Much of Kara’s life is isolated to keep her safe. She has a daily routine that includes study, but doesn’t attend a Chinese school or have any friends. Her English is excellent, but she can’t read or write in Chinese. When her loud and overbearing American half-sister Jody comes for a visit and ends up in the hospital, the authorities are suspicious. They discover her mama’s visa expired and Kara’s is taken to an orphanage, where she is put up for adoption.

Why I like this book:

This is a complex and multi-layered story where Kara is the innocent victim of secrecy and poor choices made by her foster parents. A.L. Sonnichsen has written a deeply moving story about Kara learning to find her voice and discovering that love knows no boundaries. It is an emotional read.

Free verse is the perfect medium to share this story because it is told in Kara’s voice, which shows her confusion, desperation and loss. The language is beautifully executed, lyrical and carefully crafted with skill and a lot of depth. The story is beautifully paced and a quick read. Amy June Bates pen and ink  illustrations add a creative flare to the spare text.

The plot is courageous and complicated. A.L. Sonnichsen delves deeply into the loneliness of a pre-teen trying to make sense of her mother’s secretive behavior. When the walls crumble around Kara, she has to find her way forward. She begins to find her strength at the orphanage where she helps care for the abandoned children with disabilities. She learns to build trust with some compassionate souls who try to make things right for her.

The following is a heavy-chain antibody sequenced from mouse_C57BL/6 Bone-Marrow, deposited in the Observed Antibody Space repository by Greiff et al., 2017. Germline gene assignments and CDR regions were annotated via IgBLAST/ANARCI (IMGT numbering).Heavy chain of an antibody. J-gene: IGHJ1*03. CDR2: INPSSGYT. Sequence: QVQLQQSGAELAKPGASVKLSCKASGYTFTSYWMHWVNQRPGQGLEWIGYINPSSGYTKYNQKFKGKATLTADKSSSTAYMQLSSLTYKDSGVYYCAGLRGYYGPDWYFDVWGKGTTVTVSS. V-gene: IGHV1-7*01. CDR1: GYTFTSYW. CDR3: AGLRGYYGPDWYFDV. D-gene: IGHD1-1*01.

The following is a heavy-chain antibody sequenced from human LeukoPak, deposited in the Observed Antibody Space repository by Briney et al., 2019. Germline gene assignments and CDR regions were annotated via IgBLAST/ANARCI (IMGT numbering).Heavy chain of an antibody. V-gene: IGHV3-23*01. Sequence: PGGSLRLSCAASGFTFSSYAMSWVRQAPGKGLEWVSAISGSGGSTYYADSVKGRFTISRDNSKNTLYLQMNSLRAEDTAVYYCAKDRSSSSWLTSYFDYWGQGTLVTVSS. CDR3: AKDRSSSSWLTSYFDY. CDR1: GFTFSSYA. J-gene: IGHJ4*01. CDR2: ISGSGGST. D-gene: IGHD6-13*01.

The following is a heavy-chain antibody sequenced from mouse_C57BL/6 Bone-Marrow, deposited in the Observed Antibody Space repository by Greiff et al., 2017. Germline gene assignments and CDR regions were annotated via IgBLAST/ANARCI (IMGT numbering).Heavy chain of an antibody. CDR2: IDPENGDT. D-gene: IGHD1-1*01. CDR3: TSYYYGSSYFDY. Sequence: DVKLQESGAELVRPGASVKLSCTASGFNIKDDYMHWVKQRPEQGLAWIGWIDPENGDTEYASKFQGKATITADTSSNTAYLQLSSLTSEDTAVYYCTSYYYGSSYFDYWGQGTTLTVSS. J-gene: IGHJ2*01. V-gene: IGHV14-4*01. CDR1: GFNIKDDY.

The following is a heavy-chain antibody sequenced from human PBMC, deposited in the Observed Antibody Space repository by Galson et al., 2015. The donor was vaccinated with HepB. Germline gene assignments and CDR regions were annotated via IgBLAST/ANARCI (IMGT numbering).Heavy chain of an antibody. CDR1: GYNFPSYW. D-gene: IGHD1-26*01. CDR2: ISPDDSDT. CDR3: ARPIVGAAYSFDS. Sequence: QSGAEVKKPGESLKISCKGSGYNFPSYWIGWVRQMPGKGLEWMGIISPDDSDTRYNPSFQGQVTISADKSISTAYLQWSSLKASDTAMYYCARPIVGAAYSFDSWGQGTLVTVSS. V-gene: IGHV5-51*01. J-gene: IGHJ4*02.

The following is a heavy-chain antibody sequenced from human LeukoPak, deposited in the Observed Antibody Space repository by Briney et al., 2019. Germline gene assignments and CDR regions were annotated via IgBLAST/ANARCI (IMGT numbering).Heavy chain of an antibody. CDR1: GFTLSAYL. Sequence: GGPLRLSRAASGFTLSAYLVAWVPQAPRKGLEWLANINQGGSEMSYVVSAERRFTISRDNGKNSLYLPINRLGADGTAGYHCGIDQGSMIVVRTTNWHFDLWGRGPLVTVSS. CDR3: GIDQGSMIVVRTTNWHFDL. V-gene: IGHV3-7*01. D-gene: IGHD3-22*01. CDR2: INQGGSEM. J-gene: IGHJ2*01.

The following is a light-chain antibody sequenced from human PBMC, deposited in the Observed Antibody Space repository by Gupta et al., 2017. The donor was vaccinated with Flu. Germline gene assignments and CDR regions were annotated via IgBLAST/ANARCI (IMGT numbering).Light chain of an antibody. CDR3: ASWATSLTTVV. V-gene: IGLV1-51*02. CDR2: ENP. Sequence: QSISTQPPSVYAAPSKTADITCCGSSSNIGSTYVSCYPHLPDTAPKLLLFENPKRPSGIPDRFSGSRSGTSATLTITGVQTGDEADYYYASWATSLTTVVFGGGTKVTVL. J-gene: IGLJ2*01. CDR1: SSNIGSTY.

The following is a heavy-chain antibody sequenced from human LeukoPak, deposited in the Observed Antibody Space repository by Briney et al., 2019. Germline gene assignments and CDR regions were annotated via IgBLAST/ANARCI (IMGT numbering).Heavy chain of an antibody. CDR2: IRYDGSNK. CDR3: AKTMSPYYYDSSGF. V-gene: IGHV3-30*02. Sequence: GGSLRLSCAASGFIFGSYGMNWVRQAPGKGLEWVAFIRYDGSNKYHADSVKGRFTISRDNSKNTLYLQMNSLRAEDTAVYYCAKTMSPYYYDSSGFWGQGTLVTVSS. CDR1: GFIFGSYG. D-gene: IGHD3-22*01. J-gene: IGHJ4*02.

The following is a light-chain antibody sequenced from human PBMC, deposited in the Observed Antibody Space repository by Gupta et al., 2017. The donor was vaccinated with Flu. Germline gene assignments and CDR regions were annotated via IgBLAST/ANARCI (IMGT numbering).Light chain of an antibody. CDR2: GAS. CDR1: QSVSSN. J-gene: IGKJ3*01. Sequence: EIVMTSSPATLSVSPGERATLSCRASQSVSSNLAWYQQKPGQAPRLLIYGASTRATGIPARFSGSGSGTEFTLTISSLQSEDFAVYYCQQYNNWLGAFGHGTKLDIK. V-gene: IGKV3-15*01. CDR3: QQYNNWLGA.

I enjoyed learning that the author grew up in Hong Kong and spent eight years there as an adult, where she was visited many local orphanages. Her passion for the abandoned children became the inspiration for the story.  Chinese law is complicated and it took the author and her husband seven years to adopt their daughter from a Chinese orphanage. During that time she worked with an organization that worked to improve conditions in orphanages.

Resources: There is a beautiful Author’s Note that talks about her personal experiences in China, as well as the “fall-out” from China’s one-child policy. There is a Reading Group Guide at the end, which would be perfect for classroom discussions. Visit the author at her website.

Check other Middle Grade review links on author Shannon Messenger’s Marvelous Middle Grade Monday post.